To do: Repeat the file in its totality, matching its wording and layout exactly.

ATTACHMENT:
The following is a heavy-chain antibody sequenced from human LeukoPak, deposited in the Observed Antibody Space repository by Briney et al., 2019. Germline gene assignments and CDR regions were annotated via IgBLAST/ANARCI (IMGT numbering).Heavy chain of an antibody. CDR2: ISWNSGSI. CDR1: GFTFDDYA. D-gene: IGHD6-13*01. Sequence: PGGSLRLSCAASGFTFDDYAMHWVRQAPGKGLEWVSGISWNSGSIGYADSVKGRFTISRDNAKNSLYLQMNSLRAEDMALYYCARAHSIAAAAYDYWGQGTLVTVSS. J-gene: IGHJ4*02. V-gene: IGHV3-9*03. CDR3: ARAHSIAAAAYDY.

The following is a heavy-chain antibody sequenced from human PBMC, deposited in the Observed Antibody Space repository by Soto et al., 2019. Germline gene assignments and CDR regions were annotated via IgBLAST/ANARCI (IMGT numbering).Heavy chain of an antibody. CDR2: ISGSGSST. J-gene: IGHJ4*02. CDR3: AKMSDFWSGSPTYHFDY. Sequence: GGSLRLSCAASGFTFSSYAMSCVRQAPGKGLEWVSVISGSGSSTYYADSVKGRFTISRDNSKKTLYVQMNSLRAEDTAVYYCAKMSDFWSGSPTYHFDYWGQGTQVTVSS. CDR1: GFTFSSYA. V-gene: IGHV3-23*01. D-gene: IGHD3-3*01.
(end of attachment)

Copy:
The following is a heavy-chain antibody sequenced from human LeukoPak, deposited in the Observed Antibody Space repository by Briney et al., 2019. Germline gene assignments and CDR regions were annotated via IgBLAST/ANARCI (IMGT numbering).Heavy chain of an antibody. CDR2: ISWNSGSI. CDR1: GFTFDDYA. D-gene: IGHD6-13*01. Sequence: PGGSLRLSCAASGFTFDDYAMHWVRQAPGKGLEWVSGISWNSGSIGYADSVKGRFTISRDNAKNSLYLQMNSLRAEDMALYYCARAHSIAAAAYDYWGQGTLVTVSS. J-gene: IGHJ4*02. V-gene: IGHV3-9*03. CDR3: ARAHSIAAAAYDY.

The following is a heavy-chain antibody sequenced from human PBMC, deposited in the Observed Antibody Space repository by Soto et al., 2019. Germline gene assignments and CDR regions were annotated via IgBLAST/ANARCI (IMGT numbering).Heavy chain of an antibody. CDR2: ISGSGSST. J-gene: IGHJ4*02. CDR3: AKMSDFWSGSPTYHFDY. Sequence: GGSLRLSCAASGFTFSSYAMSCVRQAPGKGLEWVSVISGSGSSTYYADSVKGRFTISRDNSKKTLYVQMNSLRAEDTAVYYCAKMSDFWSGSPTYHFDYWGQGTQVTVSS. CDR1: GFTFSSYA. V-gene: IGHV3-23*01. D-gene: IGHD3-3*01.